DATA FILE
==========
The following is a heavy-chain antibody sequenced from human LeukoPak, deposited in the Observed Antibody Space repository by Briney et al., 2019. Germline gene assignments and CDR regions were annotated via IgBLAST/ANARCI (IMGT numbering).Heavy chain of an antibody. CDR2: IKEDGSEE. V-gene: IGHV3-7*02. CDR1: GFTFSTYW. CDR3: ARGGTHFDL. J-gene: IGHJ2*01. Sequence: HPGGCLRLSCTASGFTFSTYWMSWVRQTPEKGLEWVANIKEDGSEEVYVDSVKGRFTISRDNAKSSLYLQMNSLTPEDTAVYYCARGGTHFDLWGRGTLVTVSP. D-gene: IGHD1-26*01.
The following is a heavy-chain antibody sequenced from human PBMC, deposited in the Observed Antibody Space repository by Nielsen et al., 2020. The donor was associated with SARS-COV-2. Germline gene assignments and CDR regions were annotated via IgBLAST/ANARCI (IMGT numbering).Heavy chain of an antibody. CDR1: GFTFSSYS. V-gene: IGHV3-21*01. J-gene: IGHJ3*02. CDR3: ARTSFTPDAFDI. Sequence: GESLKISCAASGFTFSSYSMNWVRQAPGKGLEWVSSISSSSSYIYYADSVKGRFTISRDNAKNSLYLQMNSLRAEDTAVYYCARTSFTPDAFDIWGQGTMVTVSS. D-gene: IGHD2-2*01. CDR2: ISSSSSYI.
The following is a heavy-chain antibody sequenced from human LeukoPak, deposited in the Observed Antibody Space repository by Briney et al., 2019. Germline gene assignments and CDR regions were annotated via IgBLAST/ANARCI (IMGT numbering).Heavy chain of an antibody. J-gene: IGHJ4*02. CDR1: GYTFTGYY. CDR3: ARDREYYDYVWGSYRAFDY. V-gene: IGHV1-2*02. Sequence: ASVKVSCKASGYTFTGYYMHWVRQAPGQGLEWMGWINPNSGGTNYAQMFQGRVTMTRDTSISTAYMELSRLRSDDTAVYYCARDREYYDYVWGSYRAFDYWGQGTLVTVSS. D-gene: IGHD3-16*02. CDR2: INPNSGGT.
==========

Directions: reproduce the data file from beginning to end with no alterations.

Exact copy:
The following is a heavy-chain antibody sequenced from human LeukoPak, deposited in the Observed Antibody Space repository by Briney et al., 2019. Germline gene assignments and CDR regions were annotated via IgBLAST/ANARCI (IMGT numbering).Heavy chain of an antibody. CDR2: IKEDGSEE. V-gene: IGHV3-7*02. CDR1: GFTFSTYW. CDR3: ARGGTHFDL. J-gene: IGHJ2*01. Sequence: HPGGCLRLSCTASGFTFSTYWMSWVRQTPEKGLEWVANIKEDGSEEVYVDSVKGRFTISRDNAKSSLYLQMNSLTPEDTAVYYCARGGTHFDLWGRGTLVTVSP. D-gene: IGHD1-26*01.
The following is a heavy-chain antibody sequenced from human PBMC, deposited in the Observed Antibody Space repository by Nielsen et al., 2020. The donor was associated with SARS-COV-2. Germline gene assignments and CDR regions were annotated via IgBLAST/ANARCI (IMGT numbering).Heavy chain of an antibody. CDR1: GFTFSSYS. V-gene: IGHV3-21*01. J-gene: IGHJ3*02. CDR3: ARTSFTPDAFDI. Sequence: GESLKISCAASGFTFSSYSMNWVRQAPGKGLEWVSSISSSSSYIYYADSVKGRFTISRDNAKNSLYLQMNSLRAEDTAVYYCARTSFTPDAFDIWGQGTMVTVSS. D-gene: IGHD2-2*01. CDR2: ISSSSSYI.
The following is a heavy-chain antibody sequenced from human LeukoPak, deposited in the Observed Antibody Space repository by Briney et al., 2019. Germline gene assignments and CDR regions were annotated via IgBLAST/ANARCI (IMGT numbering).Heavy chain of an antibody. J-gene: IGHJ4*02. CDR1: GYTFTGYY. CDR3: ARDREYYDYVWGSYRAFDY. V-gene: IGHV1-2*02. Sequence: ASVKVSCKASGYTFTGYYMHWVRQAPGQGLEWMGWINPNSGGTNYAQMFQGRVTMTRDTSISTAYMELSRLRSDDTAVYYCARDREYYDYVWGSYRAFDYWGQGTLVTVSS. D-gene: IGHD3-16*02. CDR2: INPNSGGT.